Two of 2016’s most controversial cars made their debuts at the Los Angeles Auto Show - but even the heated debate over the Range Rover Evoque Convertible and the Fiat 124 Spider was tempered by an even more relaxed atmosphere than usual at what is traditionally one of the year’s more laid-back showcases.
We’d seen both of the trouble-makers in advance, of course - though only by a matter of hours, in the case of the Fiat, which leaked out overnight. Most agreed that the truth in the metal was considerably more appealing than the Photoshopped official pictures suggested - though the Evoque probably drew a few more grudging nods of approval than the Fiat, which tore social media asunder with its more restrained looks compared with those of its sister car, the Mazda MX-5.
Both should sell well in the US - and particularly in California. It does not take an enormous leap of faith to picture drop-top Evoques littering Rodeo Drive - or 124s cruising up Mulholland Drive. Despite its mixed reception, the Fiat looks well-judged for a market where 75% of all previous 124s were sold; in particular, engineers have added a little more boot space over the MX-5, a potentially crucial trick in a country where people rarely pack light.
The VW Group stayed on safer ground, predictably, with the Beetle Dune - a very modest extension of the retro model that’s popular in California - and another string of apologies from boss Michael Horn over dieselgate. Audi showed nothing new at all - although the Q6 e-tron’s first appearance on US soil was a clear attempt to rattle Tesla’s cage.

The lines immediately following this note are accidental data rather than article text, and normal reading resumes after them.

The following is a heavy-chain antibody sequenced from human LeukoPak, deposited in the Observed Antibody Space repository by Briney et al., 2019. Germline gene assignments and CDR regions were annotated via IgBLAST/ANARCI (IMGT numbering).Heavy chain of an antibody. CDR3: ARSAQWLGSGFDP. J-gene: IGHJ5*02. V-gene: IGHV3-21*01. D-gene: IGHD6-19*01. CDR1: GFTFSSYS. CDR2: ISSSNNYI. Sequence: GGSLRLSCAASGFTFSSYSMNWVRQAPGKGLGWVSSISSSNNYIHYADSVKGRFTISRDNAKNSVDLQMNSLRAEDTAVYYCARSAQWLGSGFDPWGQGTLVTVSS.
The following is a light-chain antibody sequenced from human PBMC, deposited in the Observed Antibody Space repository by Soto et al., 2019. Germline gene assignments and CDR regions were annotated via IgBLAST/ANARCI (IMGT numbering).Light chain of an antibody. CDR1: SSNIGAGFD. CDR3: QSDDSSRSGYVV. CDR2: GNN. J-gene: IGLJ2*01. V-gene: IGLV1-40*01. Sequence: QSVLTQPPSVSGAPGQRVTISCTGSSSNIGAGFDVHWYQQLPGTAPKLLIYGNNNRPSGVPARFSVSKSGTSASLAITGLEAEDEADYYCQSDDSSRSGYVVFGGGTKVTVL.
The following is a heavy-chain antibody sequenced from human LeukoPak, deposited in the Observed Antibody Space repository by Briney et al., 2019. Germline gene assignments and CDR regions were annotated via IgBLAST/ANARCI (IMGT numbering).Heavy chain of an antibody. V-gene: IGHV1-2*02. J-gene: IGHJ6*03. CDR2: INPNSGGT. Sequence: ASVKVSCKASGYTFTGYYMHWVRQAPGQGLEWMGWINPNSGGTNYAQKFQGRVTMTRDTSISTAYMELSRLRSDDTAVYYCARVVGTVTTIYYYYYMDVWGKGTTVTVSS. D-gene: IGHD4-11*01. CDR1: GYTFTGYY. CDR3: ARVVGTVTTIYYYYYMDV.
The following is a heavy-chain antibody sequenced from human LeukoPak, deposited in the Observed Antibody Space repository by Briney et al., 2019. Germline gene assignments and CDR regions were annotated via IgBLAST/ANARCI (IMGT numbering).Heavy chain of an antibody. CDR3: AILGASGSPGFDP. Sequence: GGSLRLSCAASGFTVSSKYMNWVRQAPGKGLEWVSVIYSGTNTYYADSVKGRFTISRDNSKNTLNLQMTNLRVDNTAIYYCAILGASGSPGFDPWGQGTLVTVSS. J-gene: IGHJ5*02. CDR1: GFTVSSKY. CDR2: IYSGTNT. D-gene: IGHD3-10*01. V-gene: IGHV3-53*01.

That left Porsche as the standout VW Group brand; at what it considers a crucial show it gave debuts to the 911 Targa 4 and the considerably more focused Cayman GT4 Clubsport, which looks every inch the Weissach-developed track-day special that will have us drooling.
This felt a quieter show than Tokyo, not least because the local brands’ content was aimed squarely at local customers. Ford’s effort was particularly understated, with no big speech and a comedy video to introduce the latest model-year Escape. But Cadillac had a new SUV, the XT5, and Chevrolet and Lincoln both showed new versions of existing saloons (Cruze and MKZ).
Two foreign brands trying to muscle in on American SUV sales showed contrasting vehicles; Mazda brought the seven-seat CX-9, enormous but undeniably impressive, and Infiniti gave a debut to the much more compact QX30, which looks small by US standards but could give the brand a much-needed blip in Europe.
There was also the feeling that while Japan’s domestic brands had gone to town for their local event, and introduced technology that will have a global impact, the US makers - and, one presumes, their customers - are still stuck in the rut of large petrol SUVs and pick-up trucks that Europe and Asia largely ignore.
Perhaps it was a reflection of the fact that biennial Tokyo was only a couple of weeks ago, but this LA Show felt more specific to North America than many could remember. Given how this allowed them to dominate the international coverage, it’s unlikely that Land Rover and Fiat will complain.